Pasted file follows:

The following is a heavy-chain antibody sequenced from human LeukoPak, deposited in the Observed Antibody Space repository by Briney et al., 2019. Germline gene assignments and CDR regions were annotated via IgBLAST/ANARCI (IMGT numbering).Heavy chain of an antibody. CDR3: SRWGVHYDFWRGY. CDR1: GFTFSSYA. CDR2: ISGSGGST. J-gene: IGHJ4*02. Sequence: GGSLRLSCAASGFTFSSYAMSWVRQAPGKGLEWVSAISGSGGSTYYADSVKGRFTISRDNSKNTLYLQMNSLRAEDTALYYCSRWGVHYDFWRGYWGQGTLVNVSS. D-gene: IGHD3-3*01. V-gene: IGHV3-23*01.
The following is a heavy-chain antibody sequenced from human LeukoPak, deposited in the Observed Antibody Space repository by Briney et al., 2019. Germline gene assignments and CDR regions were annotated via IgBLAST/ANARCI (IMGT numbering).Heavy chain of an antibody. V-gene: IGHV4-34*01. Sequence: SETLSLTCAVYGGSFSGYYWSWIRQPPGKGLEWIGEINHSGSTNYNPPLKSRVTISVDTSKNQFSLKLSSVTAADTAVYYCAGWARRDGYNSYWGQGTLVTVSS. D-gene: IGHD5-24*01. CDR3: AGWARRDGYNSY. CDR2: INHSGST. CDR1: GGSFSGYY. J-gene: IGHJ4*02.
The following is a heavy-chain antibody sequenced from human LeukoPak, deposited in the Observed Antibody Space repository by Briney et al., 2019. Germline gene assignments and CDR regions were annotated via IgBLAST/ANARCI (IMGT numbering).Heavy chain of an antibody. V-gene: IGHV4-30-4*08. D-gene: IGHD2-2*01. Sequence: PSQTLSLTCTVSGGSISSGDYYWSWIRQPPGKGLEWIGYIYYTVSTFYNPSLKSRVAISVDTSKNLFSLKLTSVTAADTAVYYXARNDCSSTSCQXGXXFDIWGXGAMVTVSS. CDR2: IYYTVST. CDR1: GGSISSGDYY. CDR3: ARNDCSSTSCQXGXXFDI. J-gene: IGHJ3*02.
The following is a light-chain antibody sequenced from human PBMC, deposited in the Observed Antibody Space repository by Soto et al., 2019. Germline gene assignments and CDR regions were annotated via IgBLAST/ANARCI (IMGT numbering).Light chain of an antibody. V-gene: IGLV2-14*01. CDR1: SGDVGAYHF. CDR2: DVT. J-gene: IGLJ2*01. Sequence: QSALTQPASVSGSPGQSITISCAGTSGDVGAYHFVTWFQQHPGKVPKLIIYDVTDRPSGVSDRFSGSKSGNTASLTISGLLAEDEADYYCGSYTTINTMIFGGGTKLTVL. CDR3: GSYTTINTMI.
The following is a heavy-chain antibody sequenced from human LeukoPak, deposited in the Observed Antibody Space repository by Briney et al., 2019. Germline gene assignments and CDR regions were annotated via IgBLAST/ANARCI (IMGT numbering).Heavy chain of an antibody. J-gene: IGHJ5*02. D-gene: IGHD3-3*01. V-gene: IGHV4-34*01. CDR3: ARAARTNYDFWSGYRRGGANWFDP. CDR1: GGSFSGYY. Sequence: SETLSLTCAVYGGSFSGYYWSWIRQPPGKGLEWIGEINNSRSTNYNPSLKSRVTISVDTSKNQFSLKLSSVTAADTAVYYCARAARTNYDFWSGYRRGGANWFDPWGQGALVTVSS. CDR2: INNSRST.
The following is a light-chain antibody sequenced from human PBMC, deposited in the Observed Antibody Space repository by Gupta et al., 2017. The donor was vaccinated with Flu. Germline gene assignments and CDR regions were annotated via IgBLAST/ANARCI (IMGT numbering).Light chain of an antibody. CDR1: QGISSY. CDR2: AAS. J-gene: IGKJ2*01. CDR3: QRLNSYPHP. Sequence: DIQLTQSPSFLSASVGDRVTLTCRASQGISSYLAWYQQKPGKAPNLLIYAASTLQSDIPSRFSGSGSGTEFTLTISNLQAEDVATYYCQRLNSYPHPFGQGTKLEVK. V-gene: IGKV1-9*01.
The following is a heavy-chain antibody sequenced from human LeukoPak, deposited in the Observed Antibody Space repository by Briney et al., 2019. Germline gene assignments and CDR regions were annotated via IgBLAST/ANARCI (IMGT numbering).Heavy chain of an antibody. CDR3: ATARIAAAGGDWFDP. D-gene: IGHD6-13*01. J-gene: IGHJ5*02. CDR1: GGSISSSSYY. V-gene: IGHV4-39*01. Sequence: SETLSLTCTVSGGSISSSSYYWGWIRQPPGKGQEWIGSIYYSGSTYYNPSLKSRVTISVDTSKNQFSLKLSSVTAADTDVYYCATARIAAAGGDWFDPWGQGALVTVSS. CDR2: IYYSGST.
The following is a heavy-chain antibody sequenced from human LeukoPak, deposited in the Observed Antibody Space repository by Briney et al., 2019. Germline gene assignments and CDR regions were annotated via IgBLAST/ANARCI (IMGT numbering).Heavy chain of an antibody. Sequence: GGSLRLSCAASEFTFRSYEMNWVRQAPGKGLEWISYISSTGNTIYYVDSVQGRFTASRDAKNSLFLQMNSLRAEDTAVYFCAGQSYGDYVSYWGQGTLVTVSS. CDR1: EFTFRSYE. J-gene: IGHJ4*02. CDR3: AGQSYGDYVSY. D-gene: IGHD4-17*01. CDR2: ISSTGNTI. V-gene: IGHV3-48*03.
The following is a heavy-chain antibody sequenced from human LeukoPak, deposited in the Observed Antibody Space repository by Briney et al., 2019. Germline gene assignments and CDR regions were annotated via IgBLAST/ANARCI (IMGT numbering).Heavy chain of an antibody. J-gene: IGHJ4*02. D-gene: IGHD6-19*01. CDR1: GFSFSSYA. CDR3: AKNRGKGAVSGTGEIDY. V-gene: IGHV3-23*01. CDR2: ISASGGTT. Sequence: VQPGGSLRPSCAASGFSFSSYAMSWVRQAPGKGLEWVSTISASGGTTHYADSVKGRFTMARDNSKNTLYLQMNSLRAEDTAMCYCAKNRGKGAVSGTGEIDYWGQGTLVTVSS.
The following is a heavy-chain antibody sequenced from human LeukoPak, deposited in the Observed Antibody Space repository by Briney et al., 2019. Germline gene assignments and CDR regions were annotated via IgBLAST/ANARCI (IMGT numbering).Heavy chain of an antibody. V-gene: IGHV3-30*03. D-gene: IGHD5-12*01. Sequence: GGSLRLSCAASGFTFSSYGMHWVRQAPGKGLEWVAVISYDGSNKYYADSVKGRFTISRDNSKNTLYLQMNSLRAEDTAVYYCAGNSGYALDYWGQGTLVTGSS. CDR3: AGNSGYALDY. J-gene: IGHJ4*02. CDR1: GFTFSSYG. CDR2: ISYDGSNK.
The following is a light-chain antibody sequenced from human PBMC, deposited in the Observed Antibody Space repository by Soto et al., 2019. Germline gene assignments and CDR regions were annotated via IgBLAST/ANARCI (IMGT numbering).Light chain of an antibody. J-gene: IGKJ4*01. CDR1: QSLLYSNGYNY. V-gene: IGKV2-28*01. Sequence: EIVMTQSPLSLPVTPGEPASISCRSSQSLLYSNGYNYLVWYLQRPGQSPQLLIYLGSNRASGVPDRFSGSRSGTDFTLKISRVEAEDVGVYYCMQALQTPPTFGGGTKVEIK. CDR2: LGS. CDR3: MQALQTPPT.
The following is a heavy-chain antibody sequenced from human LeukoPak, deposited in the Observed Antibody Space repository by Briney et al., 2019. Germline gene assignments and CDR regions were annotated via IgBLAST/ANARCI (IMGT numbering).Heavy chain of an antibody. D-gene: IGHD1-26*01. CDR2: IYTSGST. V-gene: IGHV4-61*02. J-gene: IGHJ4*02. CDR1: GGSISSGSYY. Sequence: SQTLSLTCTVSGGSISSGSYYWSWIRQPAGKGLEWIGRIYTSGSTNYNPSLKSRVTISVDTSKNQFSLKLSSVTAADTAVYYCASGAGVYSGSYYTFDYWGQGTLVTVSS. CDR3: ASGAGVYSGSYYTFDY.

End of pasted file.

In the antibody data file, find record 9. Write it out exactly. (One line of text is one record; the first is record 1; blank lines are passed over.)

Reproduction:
The following is a heavy-chain antibody sequenced from human LeukoPak, deposited in the Observed Antibody Space repository by Briney et al., 2019. Germline gene assignments and CDR regions were annotated via IgBLAST/ANARCI (IMGT numbering).Heavy chain of an antibody. J-gene: IGHJ4*02. D-gene: IGHD6-19*01. CDR1: GFSFSSYA. CDR3: AKNRGKGAVSGTGEIDY. V-gene: IGHV3-23*01. CDR2: ISASGGTT. Sequence: VQPGGSLRPSCAASGFSFSSYAMSWVRQAPGKGLEWVSTISASGGTTHYADSVKGRFTMARDNSKNTLYLQMNSLRAEDTAMCYCAKNRGKGAVSGTGEIDYWGQGTLVTVSS.